Exclusive: Snap's secrecy frustrates banks' pursuit of IPO glory
By Lauren Hirsch and Liana B. Baker
(Reuters) - Some investment banks seeking to be added as underwriters to Snapchat owner Snap Inc's initial public offering registration document have been denied access to review it before it is made public this week, according to people familiar with the matter.
The unusual move underscores Snap's relentless campaign to crack down on information leaks. For Wall Street banks, it pits their desire to appear on the front cover of this year's most high-profile IPO against their reluctance to have their names featured in a regulatory document they have not seen.
Snap's stance reinforces its reputation as one the world's most secretive companies. It made privacy its hallmark by developing an app that sends disappearing messages, before rebranding itself as a "camera" company making video recording glasses and visual effects for video taken by smartphones.
"I cannot imagine any other deal in which banks would let something like this happen," said Christopher Austin, an equity capital markets lawyer at Orrick Herrington & Sutcliffe LLP, who is not involved in Snap's IPO.
While Snap's lead IPO underwriters, Morgan Stanley and Goldman Sachs Group Inc, had an opportunity to review and draft the registration document, the more than 10 banks that have recently signed up as IPO co-managers, including Citigroup Inc and Royal Bank of Canada, have been told they cannot see it ahead of it becoming public, the sources said on Wednesday.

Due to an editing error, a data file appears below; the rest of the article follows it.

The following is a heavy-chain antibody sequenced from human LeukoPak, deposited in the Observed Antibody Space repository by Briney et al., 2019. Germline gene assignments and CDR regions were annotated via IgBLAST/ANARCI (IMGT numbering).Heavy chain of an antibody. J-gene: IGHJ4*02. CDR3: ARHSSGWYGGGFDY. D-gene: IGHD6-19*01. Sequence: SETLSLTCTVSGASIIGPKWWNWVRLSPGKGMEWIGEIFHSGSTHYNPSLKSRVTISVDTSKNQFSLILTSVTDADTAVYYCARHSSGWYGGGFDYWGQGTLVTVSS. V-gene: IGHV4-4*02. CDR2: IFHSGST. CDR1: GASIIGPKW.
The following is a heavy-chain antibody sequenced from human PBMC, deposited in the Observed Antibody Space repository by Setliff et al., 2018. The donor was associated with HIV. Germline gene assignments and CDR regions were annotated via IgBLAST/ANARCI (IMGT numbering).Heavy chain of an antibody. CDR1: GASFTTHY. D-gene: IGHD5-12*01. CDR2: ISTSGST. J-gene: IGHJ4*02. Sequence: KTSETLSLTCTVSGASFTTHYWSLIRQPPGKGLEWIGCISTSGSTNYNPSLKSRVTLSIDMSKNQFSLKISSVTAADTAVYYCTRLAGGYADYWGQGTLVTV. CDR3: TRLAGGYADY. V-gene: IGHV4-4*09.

Instead, the Los Angeles-based company has organized meetings with teams of banks to answer their questions about the document, and has also made lawyers from the lead underwriters available, the sources added.
Typically, banks have "commitment committees" to review IPO registration documents before gaining internal permission to have their name included in a registration document. They usually seek assurances that disclosures on a company's business risks and accounting standards have been made properly.
"Commitment committees are there to keep bankers from making stupid mistakes, and to protect a bank's reputation," Austin said. Continued...